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The Future of the City: Hot, Hot, Hot

[Editor's note: The theme of the Winter 2010-2011 issue of World Policy Journal is “Megalopolis: The City of the 21st Century.”  We asked experts, policymakers, and writers from around the world to answer this question:  “In the future, what will our cities look like?”] 

By Matthew E. Kahn

City growth has caused climate change. If our population spread out and lived at rural densities, we would not have achieved the level of prosperity that developed nations now enjoy and that nations such as China and India will soon experience. Cities facilitate trade, learning and specialization. Knowing that we can trade with others in the city, urbanites can focus their energies on one specific task – comparative advantage – and trade for other goods and services that they desire.

An unintended byproduct of urban growth is rising greenhouse gas production. Richer people drive more, consume more electricity, live in larger homes, eat more meat and in general have a larger carbon footprint than poorer people. While no individual household’s contribution to global greenhouse gas problem is serious, when added up across all seven billion people across the planet, the impact is significant. Rising greenhouse gas emissions exacerbates the risk of climate change. Total world greenhouse gas emissions can be factored into three pieces; population, average income, and carbon emissions per dollar of income. In an urbanizing world where population is rising and average income is rising, our only hope to cap global greenhouse gas emissions is for carbon emissions per dollar of income (defined as carbon intensity) to decline.

Yet, to achieve this goal we must introduce a worldwide incentive (a carbon tax) to encourage the free market to focus on the decarbonization of the economy. Up until this point, there has not been the political will either at Copenhagen in late 2009 or in the U.S Senate in 2010 to enact such regulation. In the absence of such explicit anti-carbon incentives, we need to encourage the growth of those cities that have relatively small carbon footprints. In the United States, cities such as San Francisco have a smaller carbon footprint than cities such as Houston. In San Francisco, residents live in smaller housing units at higher population density. They are more likely to use public transit and due to the temperate climate, they consume less electricity. Electricity generated in California creates less greenhouse gas emissions than other cities because the power is generated using natural gas rather than coal. In China, northern cities in colder climates that require more winter warmth use ample amounts of coal and this increases such city’s carbon footprint relative to more southern cities.

Given our collective refusal to cap our greenhouse gas emissions, we must plan to “climate proof” our cities against coming climate change. Depending on their geography, different cities will face different challenges. Some forward-looking coastal cities, such as New York City and London, are researching the medium term likely consequences of climate change for their cities. An optimist would say that such informed predictions generated by climate experts is crucial information for nudging politicians and developers to make investments in urban infrastructure and building materials to protect the future urban populace.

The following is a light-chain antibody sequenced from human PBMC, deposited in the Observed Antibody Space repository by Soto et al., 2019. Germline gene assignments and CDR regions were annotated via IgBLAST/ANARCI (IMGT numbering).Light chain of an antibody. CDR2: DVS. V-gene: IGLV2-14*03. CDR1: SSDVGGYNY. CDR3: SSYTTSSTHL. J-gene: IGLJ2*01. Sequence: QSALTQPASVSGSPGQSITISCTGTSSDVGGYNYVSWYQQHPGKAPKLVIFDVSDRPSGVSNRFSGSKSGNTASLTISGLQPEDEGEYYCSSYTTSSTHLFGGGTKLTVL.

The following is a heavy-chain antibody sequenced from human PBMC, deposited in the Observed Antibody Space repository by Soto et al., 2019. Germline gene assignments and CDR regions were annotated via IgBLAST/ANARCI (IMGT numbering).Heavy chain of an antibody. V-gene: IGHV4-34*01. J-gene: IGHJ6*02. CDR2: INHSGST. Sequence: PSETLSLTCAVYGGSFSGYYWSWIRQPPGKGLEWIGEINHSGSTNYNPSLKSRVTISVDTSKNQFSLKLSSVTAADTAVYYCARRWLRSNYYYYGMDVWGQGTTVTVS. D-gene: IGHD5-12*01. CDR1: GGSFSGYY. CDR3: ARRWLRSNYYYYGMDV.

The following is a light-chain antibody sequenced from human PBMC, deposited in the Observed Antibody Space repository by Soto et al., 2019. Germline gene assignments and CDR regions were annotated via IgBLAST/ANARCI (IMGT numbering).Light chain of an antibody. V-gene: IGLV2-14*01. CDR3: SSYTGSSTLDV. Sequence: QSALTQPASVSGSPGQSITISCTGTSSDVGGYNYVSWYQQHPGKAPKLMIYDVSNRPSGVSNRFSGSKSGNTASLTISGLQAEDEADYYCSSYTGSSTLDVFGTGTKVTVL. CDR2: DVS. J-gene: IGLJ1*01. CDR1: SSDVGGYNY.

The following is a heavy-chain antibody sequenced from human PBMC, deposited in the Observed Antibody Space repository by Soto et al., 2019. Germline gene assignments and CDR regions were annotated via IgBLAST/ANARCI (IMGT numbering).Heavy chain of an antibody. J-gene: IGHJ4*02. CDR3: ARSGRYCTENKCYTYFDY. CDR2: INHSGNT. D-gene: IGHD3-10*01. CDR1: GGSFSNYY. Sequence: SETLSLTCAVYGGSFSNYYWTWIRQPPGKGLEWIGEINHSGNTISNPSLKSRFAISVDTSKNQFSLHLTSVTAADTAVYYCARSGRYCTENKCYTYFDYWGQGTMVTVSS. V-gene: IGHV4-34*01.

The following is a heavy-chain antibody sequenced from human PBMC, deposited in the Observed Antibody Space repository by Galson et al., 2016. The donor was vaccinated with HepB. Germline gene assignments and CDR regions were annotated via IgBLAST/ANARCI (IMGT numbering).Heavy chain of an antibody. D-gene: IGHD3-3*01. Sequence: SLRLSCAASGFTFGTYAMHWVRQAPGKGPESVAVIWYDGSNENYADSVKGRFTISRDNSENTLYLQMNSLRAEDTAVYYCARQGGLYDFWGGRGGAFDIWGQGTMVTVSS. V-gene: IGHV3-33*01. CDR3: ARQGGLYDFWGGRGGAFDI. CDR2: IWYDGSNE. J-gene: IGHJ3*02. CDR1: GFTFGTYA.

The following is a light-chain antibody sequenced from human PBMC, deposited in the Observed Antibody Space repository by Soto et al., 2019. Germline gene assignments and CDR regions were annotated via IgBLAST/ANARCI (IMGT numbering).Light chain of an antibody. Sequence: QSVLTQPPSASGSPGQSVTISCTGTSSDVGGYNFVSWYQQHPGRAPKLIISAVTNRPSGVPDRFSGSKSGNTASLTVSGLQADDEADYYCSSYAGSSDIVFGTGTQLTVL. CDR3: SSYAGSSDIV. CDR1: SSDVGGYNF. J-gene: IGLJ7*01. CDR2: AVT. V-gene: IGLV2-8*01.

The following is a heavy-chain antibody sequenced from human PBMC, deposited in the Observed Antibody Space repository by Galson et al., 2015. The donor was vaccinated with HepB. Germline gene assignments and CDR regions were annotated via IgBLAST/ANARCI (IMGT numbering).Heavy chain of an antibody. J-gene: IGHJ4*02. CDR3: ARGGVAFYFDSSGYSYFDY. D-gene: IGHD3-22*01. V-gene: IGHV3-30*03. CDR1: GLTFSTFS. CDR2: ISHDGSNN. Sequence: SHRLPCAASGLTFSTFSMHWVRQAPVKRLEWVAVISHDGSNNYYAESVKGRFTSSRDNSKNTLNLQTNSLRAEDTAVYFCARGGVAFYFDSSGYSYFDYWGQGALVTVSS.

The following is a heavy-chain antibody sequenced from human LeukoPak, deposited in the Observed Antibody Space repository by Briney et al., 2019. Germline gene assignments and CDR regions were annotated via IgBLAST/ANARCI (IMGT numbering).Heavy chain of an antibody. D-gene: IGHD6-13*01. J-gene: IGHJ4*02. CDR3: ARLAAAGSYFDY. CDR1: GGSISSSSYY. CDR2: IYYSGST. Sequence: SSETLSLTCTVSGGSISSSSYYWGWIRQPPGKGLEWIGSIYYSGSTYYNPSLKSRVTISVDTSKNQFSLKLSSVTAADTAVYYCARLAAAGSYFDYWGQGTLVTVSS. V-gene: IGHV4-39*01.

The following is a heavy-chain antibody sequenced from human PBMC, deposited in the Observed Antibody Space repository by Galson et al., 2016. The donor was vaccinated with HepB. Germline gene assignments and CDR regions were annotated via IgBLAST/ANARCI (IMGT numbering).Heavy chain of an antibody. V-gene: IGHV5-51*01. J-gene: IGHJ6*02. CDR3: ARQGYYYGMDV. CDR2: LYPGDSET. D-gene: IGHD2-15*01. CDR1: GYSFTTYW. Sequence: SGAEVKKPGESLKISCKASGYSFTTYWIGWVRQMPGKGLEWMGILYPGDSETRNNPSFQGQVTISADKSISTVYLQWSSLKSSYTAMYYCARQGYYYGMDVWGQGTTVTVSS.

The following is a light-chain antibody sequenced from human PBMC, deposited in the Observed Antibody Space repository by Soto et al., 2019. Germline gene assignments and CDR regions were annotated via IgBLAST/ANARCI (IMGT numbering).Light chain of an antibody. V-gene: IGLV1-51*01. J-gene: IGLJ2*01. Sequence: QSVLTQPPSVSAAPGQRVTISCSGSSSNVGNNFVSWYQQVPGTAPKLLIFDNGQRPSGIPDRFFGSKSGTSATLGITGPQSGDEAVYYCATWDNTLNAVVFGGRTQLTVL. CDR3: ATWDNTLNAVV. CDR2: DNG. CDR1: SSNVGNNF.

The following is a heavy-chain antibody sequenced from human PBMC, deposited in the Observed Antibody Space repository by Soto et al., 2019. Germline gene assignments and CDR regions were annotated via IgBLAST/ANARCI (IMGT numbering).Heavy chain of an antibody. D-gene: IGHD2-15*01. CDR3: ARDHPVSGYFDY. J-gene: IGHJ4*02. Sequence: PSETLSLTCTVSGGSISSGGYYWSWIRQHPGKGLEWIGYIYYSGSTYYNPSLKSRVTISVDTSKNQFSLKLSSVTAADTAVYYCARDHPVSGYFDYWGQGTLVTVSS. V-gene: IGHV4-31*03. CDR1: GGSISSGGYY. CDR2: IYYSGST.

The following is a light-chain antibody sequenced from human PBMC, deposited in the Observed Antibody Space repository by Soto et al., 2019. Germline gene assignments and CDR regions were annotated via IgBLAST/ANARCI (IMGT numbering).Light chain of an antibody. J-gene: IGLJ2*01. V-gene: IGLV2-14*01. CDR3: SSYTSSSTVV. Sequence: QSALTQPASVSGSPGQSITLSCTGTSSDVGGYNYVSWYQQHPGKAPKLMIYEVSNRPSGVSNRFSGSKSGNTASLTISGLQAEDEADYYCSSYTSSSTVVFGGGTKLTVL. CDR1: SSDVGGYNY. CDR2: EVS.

Insurance companies will also play a key role. If insurance companies price their policies to reflect changing climate change induced risk then this will send correct signals to urbanites so that they do not live in areas increasingly at risk from flooding due to climate change. If a specific city suffers because of climate change, then mobile people will move away from it to a city that is better able to withstand the climate shocks. As witnessed by the recent Moscow Heat Wave of 2010, even northern cities can suffer greatly due to climate shocks. As we learn about the new risks that climate change poses for cities around the world, self interested people will update their beliefs and make investments (such as purchasing an air conditioner) to protect themselves against changing climate conditions. In a free market system, such demand for adaptation friendly products will incentivize for profit firms to create and mass market such products. In this sense, an irony arises. Urban capitalist growth has caused climate change but the same free market capitalism will help to protect us against its blows.

Matthew E. Kahn is a Professor of Economics at UCLA. He is the author of Green Cities: Urban Growth and the Environment (Brookings 2006) and Climatopolis: How Our Cities Will Thrive In The Hotter Future (Basic Books 2010). He blogs at greeneconomics.blogspot.com.

Image via Flickr, user michaelhenley

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